Estate Tax Planning In Ohio
You have worked hard to grow your assets and wealth, and you want to leave your investments and property to your loved ones. However, you are concerned that a large portion of it will go to the government due to estate taxes. While that might be true without planning, the Jarvis Law Office can help you minimize your estate tax burden. Then, instead of losing your wealth, it will continue to grow in the next generation.
Contact our Southeast and Central Ohio estate tax planning lawyer today for a free consultation. After reviewing your case, the attorney will develop strategies to help you hold onto your assets.
Estate Tax Planning Strategies
Our Central and Southeast Ohio estate tax planning lawyer utilizes numerous strategies to reduce the tax burden. These strategies include:
- Charitable trusts
- Irrevocable Trusts
- Spousal Lifetime Access Trusts
- Life insurance trusts
- Re-titling assets
- Grantor-retained annuity trusts
- Qualified personal residence trusts
Here Today Gone Tomorrow - Will The Federal Government Take 40% Of Your Wealth?
While most Americans won’t be impacted by federal estate taxes, there are families who will be. Planning to prevent or minimize this loss is crucial to being able to pass wealth to future generations. If the idea of losing 40% of what you’ve accumulated makes you gut clench, then it’s time to take action.
While there are effective strategies to reduce and even eliminate having to pay nearly half of what you’ve worked for in taxes, these strategies often need time to be fully effective.
Reduce Estate Taxes With A Gifting Strategy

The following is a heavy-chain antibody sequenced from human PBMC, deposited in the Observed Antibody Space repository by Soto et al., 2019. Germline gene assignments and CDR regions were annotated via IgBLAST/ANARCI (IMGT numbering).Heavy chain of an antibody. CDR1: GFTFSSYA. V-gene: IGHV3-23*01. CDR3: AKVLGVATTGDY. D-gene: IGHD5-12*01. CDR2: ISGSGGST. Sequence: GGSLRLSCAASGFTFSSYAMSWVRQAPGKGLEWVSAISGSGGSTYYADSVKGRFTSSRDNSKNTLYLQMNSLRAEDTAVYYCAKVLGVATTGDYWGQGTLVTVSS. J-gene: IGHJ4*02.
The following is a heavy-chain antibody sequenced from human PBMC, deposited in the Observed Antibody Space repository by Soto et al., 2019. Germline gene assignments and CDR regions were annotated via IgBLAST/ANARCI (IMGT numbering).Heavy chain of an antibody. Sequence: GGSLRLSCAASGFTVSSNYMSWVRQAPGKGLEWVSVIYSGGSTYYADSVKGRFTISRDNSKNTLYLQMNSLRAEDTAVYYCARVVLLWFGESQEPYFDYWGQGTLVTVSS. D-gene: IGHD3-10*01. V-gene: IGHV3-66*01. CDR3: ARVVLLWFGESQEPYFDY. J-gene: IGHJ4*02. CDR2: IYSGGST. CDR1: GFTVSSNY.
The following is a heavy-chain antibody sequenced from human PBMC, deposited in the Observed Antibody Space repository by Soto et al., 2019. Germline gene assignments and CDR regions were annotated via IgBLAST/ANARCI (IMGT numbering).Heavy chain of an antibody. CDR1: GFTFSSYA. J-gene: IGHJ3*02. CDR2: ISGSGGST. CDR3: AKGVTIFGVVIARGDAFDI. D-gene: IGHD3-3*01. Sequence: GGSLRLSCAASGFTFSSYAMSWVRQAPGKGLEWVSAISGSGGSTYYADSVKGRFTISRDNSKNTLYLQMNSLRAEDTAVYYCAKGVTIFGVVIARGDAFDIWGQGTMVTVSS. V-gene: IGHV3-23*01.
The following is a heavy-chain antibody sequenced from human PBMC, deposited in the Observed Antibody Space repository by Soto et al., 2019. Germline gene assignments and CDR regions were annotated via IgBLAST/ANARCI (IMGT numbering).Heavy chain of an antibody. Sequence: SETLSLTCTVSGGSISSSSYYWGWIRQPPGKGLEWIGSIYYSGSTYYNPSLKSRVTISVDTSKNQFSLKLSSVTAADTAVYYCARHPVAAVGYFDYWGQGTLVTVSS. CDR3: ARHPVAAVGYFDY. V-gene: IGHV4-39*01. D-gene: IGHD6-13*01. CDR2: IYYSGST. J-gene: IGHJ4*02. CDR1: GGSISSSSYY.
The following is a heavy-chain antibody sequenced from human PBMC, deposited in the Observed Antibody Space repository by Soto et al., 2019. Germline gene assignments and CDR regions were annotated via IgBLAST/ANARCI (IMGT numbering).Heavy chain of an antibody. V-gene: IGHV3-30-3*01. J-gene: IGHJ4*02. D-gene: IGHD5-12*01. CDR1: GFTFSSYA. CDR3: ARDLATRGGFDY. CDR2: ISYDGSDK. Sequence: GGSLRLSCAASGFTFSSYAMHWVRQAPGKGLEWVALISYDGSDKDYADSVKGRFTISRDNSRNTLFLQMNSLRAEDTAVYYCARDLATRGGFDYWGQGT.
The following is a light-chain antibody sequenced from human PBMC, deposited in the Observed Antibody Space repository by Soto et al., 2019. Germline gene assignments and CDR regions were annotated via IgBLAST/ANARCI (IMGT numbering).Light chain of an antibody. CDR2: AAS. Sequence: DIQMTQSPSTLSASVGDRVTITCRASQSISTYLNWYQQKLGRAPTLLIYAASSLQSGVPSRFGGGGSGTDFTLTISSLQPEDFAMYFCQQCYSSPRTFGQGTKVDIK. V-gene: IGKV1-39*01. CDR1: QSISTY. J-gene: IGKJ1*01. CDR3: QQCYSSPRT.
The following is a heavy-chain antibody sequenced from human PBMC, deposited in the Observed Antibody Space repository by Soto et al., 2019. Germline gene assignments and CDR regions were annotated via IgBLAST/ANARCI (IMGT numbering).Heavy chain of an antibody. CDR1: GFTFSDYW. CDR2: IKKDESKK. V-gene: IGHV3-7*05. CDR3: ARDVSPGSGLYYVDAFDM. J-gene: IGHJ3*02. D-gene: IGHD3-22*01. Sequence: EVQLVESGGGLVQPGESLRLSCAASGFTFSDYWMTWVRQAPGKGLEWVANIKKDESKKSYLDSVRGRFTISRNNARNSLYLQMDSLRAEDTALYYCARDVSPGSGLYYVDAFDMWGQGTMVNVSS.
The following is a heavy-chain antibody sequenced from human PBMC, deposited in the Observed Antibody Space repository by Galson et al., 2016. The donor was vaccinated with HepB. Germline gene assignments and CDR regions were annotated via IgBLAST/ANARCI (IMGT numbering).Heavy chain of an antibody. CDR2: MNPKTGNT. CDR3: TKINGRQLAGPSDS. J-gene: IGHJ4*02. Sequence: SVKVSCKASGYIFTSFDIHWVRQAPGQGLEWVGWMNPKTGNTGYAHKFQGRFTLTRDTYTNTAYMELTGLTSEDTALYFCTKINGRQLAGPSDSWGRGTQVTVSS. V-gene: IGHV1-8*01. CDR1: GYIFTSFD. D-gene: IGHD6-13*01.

Your Ohio estate tax planning lawyer can help you develop a gifting strategy. First, you can gift up to the annual exclusion each year to lower your taxable estate. As of 2021, you are allowed to gift up to $15,000 per person. For instance, you can gift $15,000 worth of property to one child and $15,000 worth of cash to another without going over the annual exclusion limit. If you have a larger gift, your attorney can help you break it up over several years, so you won’t have to pay taxes on it.
Your attorney might also advise gifting to your spouse. You can gift up to $159,000 a year if your spouse isn’t a United States citizen. Otherwise, there is not a limit on tax-free gifts to spouses. While gifting to your spouse doesn’t always make sense, it is a sound legal strategy in some cases. Thus, consult with your attorney to see if it is a wise strategy for you.
Irrevocable trusts are another option to remove assets from your estate. You’ll choose a trustee to manage the trust, and that person will make all of the decisions. Once the property is inside the trust, it’s no longer part of your estate and not subject to taxes. Then, when you pass away, your beneficiaries will receive the property.
If you have a great deal of wealth, an irrevocable trust might be a wise choice. Talk to an Ohio estate tax planning lawyer to go over the benefits of the trust. Then, your attorney can set one up for you if you wish.
Spousal Lifetime Access Trusts
A Spousal Lifetime Access Trust or SLAT is a type of irrevocable trust, which simply means there are certain changes you can’t make after it is created. This type of trust enables one spouse to make a gift to the other, even while both spouses are still living. This allows the couple to maximize both of their lifetime gift-tax exclusions. This is important for couple with more than $12.06 million in assets in 2022. By making a gift to the SLAT, these funds are removed from the couple’s estate and thus are no longer subject to the federal estate tax. This will help reduce the amount that would otherwise have to be paid in estate taxes when the second of them passes.
The current Federal Estate Tax rules will “sunset” in 2025. If nothing changes by then, the new Federal Estate Tax limit will drop to about $6.2 million per person or about half the current amount allowed to be passed on free from estate tax.
When Is It Time To Start Estate Tax Planning?
It’s wise to start early when it comes to estate tax planning. The federal government will review the transfers from your estate for the three years prior to your death. Then, the government can impose taxes on those assets after the fact. Thus, planning now can save your estate and loved ones a great deal of money.